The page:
Hallelujah! Coeur d'Alene's city leaders are on a visionary roll, seeking to bring a new stretch of waterfront into the city's boundaries.
The city is purchasing the last large stretch of unreconstructed mill waterfront property on the perimeter of Coeur d'Alene, left over from bygone days when lumber mills rimmed the city and logs floated the lake — the not-so-long-ago when lumber was king.
The property is generally referred to as the Atlas Mill site, covering 47 acres of land and 2,500 linear feet of riverfront on the north side of the Spokane River. The property is being sold by a company with the quizzical name of Bad Axe LLC, which will receive $7.85 million in the deal.
That 2,500 linear feet of waterfront has stirred the hopes and imagination of city leaders and large numbers of their interested constituents.
The city of Coeur d'Alene has been eyeing this now-empty property for some time. In 2014, the city purchased the railroad right of way that crosses the property from east to west — a smart move, since that right of way controls what happens to the waterfront. We hope that Mayor Steve Widmyer and the city council will agree that it's essential to keep the most valuable property, the waterfront, for the public to use.
A little more than 30 years ago, seven lumber mills were operating just outside the city limits of Coeur d'Alene. (The city fathers always respected the mills' desire to avoid city taxes.)
One by one, as the dollars fell out of the lumber market, the sites have been rewoven into the new economy. First, the Potlatch Mill was transformed into a handsome, green-velvet golf course. The DeArmond Mill was incorporated into an expanding college campus for North Idaho College, Lewis-Clark State College and the University of Idaho Coeur d'Alene.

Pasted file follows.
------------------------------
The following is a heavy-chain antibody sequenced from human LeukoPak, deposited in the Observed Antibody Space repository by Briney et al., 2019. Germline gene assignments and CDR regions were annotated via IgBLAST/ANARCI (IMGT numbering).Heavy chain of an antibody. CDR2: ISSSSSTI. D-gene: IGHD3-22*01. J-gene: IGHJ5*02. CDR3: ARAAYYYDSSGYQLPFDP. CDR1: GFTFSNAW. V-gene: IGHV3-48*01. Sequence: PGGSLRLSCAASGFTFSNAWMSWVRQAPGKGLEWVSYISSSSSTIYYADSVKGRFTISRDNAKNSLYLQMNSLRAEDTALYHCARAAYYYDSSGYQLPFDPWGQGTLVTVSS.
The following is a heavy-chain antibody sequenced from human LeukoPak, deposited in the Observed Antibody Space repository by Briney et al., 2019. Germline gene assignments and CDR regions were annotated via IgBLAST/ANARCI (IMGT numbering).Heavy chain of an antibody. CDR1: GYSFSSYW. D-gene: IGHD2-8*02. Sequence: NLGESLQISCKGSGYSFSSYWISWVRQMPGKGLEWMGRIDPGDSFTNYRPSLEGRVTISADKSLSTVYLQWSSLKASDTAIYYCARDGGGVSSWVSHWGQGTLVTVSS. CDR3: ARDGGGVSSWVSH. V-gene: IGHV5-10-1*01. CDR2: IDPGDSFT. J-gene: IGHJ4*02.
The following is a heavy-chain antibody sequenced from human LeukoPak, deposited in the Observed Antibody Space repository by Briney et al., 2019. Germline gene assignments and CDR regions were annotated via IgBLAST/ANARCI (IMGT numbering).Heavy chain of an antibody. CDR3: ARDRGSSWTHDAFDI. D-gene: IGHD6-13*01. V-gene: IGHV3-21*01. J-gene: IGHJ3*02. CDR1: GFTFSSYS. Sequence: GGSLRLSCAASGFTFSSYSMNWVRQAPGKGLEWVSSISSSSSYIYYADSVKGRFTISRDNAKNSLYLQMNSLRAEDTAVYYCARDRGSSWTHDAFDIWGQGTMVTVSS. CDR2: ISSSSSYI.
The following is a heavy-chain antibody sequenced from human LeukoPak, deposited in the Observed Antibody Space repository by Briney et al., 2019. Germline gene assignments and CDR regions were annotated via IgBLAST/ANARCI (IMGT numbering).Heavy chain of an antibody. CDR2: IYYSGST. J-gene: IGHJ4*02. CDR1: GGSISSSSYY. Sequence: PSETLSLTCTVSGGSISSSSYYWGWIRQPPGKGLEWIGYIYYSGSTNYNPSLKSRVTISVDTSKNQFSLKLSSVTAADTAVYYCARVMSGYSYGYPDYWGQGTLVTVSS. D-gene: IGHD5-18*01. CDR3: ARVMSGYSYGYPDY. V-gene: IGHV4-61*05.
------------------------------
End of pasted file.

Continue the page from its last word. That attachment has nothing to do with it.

The greatest impact on the city has been the development of the Riverstone addition, formerly Northwest Timber, a division of Pack River. With a big boost from our urban renewal agency, ignite cda, Riverstone has brought us a new shopping area, several restaurants, a Regal cinemaplex, condominium living and an enormous tax gift to ignite cda — a tax base that will very soon revert to the city.
We all eat, drink and shop at Riverstone. But the public has no access to the river of Riverstone. We don't swim, romp, kayak or paddleboard at Riverstone. The opportunity for public access to water at that large complex has been lost, probably forever.
Doug Eastwood, former Director of Coeur d'Alene's Park Department, and a newly appointed member of the Idaho State Parks Board, has written a piece for the Coeur d'Alene Press outlining how limited the beach access is within the city, even though the city is half-surrounded by water. Beach access for the public has been dwindling while the population has multiplied tenfold.
Doug points out that Sanders Beach on the eastern side of the city was once considered to be public. I remember 40 years ago, when families trooped to Sanders Beach on hot days throughout the summer. A large swim raft floated just offshore, always teeming with teenagers diving and flirting and having fun. Sun umbrellas, babies and beach balls covered the sand from one end of the beach to the other. Swimmers and floating devices dotted the water.
In recent years, fences and walls and "keep off" signs have replaced the water play. On weekdays, throughout the summer, Sanders Beach is one long row of empty sand, bookended by the busy but limited public areas at each end.
So there is clearly a real need for more beach access. And there is strong public support for keeping the entire length of the waterfront for public use.
Friends of the Spokane River Corridor, an organization formed in 2014 to advocate for the river and to preserve public access, has sponsored a "splash of blue" campaign to highlight the importance of water recreation to our area.
FSRC's knowledgeable river advocates firmly recommend that the city does two things with the Atlas site: 1) retain control of all the property between the railroad right of way and the river; and 2) have the city "ensure comprehensive planning for the entire Spokane River Corridor from Riverstone to Huetter, prior to development."
That's a big order, and a wise one.
This story marks only the beginning of the next life of the former Atlas Mill site. The land has just been purchased; the role of ignite cda is yet to be decided. Lots of decisions have yet to be made, and many dollars are yet to be spent.
Now is the time for the community to help with the planning and development of this fine new addition. For nearly a century, Lake Coeur d'Alene and the Spokane River made it possible for lumber mills to harvest and transport our region's natural bounty. We should cherish this last chance to make the most of our waterfront, the natural bounty they left behind.
River advocate Roger Smith said it well: "When I called it a 'once-in-a-lifetime' opportunity, someone corrected me, saying 'No, it's a once-in-forever-opportunity!'" ♦